#11 Economic growth in India is the slowest that it has been in an entire decade.

#12 Suddenly Australia is experiencing some tremendous economic challenges.  The following quotes are from a recent Zero Hedge article

-“We’re seeing a much sharper contraction in the Australian economy than we’d anticipated four or five months ago”. Coffey MD, John Douglas. The engineering group has seen its shares, which traded above $4 in 2007, hit 10c last week.

-“By 10am, the Fitness First gym in the city is packed full of brokers who’ve had a gutful of sitting at their desk doing nothing – salary cuts are starting and next it will be jobs” Perth broker
-“Oh mate, the funding market is dead. You are now seeing a few deeply discounted rights issues for those that are reaching desperate levels ….. liquidity has completely disappeared” Perth broker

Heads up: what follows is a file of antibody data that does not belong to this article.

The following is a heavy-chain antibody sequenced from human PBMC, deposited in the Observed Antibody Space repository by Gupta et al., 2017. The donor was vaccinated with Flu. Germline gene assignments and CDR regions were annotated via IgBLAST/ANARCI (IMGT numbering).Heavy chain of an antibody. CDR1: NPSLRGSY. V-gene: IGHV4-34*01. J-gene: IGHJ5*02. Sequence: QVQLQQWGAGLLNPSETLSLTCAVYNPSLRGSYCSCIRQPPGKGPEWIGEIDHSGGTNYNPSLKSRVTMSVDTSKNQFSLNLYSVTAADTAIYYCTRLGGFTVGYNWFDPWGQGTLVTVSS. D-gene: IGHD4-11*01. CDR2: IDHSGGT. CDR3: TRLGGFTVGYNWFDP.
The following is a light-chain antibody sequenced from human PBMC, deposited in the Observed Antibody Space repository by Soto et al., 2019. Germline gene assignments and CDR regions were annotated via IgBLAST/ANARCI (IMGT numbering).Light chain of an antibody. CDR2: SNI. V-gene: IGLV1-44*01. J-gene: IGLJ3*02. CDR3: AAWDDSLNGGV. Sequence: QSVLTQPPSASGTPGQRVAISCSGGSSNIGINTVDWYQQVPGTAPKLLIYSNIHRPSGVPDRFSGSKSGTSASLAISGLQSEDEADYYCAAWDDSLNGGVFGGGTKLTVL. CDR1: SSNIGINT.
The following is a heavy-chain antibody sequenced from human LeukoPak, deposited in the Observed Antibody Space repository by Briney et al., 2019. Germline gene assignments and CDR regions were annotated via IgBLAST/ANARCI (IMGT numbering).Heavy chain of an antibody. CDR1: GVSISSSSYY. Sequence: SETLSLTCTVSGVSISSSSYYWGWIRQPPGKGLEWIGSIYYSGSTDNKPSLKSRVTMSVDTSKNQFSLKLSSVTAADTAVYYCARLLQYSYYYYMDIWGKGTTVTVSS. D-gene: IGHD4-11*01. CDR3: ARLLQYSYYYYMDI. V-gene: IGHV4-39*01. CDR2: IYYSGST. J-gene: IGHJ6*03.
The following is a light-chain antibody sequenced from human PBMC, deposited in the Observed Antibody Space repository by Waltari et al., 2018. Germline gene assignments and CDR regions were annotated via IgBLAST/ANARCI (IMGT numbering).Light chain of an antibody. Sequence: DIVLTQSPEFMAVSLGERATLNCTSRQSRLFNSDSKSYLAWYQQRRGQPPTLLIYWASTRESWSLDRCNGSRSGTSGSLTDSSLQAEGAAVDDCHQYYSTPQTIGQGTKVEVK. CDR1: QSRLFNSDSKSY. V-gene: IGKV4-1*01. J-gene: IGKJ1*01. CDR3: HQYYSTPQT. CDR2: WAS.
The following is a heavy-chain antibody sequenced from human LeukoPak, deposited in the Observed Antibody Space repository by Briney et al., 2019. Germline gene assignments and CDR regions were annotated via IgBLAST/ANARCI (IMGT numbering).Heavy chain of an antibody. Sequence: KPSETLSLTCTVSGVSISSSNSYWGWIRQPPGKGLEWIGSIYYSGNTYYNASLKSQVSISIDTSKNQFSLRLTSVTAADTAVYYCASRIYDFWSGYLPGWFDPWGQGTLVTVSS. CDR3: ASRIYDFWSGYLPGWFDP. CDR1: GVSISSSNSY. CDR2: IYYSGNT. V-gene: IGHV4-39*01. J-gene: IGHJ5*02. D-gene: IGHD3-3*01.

#13 The financial system in Japan is beginning to spin wildly out of control.  The Japanese stock market has now declined about 15 percent from the peak, and many believe that the yen will continue to get weaker and that interest rates in Japan will start to rise significantly.

#14 Global cash flow is declining at a rate not seen since the last recession.  This indicates that we could be headed for a global credit crunch.

#15 Real wages continue to decline in the United States.  Even though we are being told that the U.S. is experiencing an “economy recovery”, real weekly earnings have declined from $297.79 in 2010 to $295.49 in 2011 to $294.83 in 2012.  (The preceding calculation is based on 1982-1984 dollars)

#16 Wall Street is buzzing about the fact that “the Hindenburg Omen” appeared at the end of last week.  So exactly what is “the Hindenburg Omen”?  The following are the criteria that are used to determine whether it has appeared or not…

1. The daily number of NYSE new 52 Week Highs and the daily number of new 52 Week Lows must both be greater than 2.2 percent of total NYSE issues traded that day.